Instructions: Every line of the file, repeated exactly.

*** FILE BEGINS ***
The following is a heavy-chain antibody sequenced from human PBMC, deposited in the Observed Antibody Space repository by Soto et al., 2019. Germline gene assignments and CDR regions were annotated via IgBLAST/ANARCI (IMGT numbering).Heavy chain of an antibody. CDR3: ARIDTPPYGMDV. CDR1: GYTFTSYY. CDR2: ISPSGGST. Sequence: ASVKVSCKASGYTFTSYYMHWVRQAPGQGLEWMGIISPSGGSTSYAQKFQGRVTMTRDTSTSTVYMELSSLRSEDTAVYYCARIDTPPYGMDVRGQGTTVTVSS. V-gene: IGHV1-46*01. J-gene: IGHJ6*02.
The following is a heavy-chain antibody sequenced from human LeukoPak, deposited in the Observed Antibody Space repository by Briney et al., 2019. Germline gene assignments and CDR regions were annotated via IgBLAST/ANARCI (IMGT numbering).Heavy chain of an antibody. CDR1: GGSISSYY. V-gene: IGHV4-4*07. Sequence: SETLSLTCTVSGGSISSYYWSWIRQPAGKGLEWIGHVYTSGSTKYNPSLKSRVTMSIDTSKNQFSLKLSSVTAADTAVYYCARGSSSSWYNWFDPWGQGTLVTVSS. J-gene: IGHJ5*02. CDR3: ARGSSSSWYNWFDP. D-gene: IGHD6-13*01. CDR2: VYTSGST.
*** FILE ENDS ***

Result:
The following is a heavy-chain antibody sequenced from human PBMC, deposited in the Observed Antibody Space repository by Soto et al., 2019. Germline gene assignments and CDR regions were annotated via IgBLAST/ANARCI (IMGT numbering).Heavy chain of an antibody. CDR3: ARIDTPPYGMDV. CDR1: GYTFTSYY. CDR2: ISPSGGST. Sequence: ASVKVSCKASGYTFTSYYMHWVRQAPGQGLEWMGIISPSGGSTSYAQKFQGRVTMTRDTSTSTVYMELSSLRSEDTAVYYCARIDTPPYGMDVRGQGTTVTVSS. V-gene: IGHV1-46*01. J-gene: IGHJ6*02.
The following is a heavy-chain antibody sequenced from human LeukoPak, deposited in the Observed Antibody Space repository by Briney et al., 2019. Germline gene assignments and CDR regions were annotated via IgBLAST/ANARCI (IMGT numbering).Heavy chain of an antibody. CDR1: GGSISSYY. V-gene: IGHV4-4*07. Sequence: SETLSLTCTVSGGSISSYYWSWIRQPAGKGLEWIGHVYTSGSTKYNPSLKSRVTMSIDTSKNQFSLKLSSVTAADTAVYYCARGSSSSWYNWFDPWGQGTLVTVSS. J-gene: IGHJ5*02. CDR3: ARGSSSSWYNWFDP. D-gene: IGHD6-13*01. CDR2: VYTSGST.